Fig 3: An example of a catfish opercle with the landmarks used in the study. The big, bold landmark (lower left corner of the specimen) is the kind described above. The smaller landmarks are known as semilandmarks and are used to assess the shape of a curve. (Taken from Stange et al. 2016).

Results

Different environments were correlated with significantly different opercle shapes [Fig 4].  There was a clear separation between marine, freshwater, and brackish samples along the major axes of shape variation [Fig 4A].  These differences translated to conspicuously different opercle shapes [Fig 4B].  These data demonstrate the correlation between habitat and opercle shape; however, the adaptive significance of these changes (i.e., what the fish stands to gain from them) remains unclear.

8.16 4

Fig 4: A) Different environments separated quite cleanly along the major axes of shape variation; blue dots reflect marine samples, green reflect freshwater, and yellow reflect brackish. B) Representative opercle shapes of marine (blue) and freshwater (green) samples. (Taken from Stange et al. 2016).

Conclusions

The current study verifies some previous findings about opercle evolution in stickleback and icefish, demonstrating a similar trend in the evolution of this bone’s shape between freshwater and marine habitats across these lineages.  Consistent and predictable trends in evolution across different lineages usually suggest that such evolution is adaptive – that is, it has a concrete function that impacts the organism’s ability to survive and reproduce under different conditions.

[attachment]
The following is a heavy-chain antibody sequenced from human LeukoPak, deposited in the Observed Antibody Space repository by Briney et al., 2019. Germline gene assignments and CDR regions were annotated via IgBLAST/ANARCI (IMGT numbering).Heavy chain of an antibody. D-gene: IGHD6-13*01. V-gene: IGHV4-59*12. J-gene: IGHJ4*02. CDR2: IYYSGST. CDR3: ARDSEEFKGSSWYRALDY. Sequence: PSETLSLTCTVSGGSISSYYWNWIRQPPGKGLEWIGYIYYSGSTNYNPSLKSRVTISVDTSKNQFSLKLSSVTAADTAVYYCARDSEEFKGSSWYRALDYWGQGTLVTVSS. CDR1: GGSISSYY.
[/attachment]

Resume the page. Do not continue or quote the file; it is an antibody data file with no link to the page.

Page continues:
The opercle’s adaptive significance is clear in the case of cichlids, where it is closely associated with various diets, and in sunfish, where it has evolved to be a dramatically shaped and colored exterior bone which functions in mate choice during reproduction.  However, little is known about the adaptive significance of the opercle to fresh and salt water habitats.  It may be that the opercle itself has no adaptive significance, but instead shares genes with other traits that do, and is therefore riding on those traits’ coattails, so to speak.  Still, this study represents a step forward in understanding the drastic transition between fresh and saltwater environments, and raises new questions for future study.

Source

Stange, M., Aguirre‐Fernández, G., Cooke, R. G., Barros, T., Salzburger, W., & Sánchez‐Villagra, M. R. (2016). Evolution of opercle bone shape along a macrohabitat gradient: species identification using mtDNA and geometric morphometric analyses in neotropical sea catfishes (Ariidae). Ecology and Evolution. doi: 10.1002/ece3.2334

Questions?  Comments?  Please sound off below!  I’d love to hear from you :)

 

Dina Navon

I am a doctoral candidate in the Organismic and Evolutionary Biology program at the University of Massachusetts Amherst. I’m interested in how an individual’s genes and the environment in which it grows come together to determine its physical traits. I study a group of closely related freshwater fish called cichlids which live in the African rift lakes like Victoria, Malawi, and Tanganyika.

Discussion

No comments yet.

Talk to us!

WP Facebook Auto Publish Powered By : XYZScripts.com
%d bloggers like this: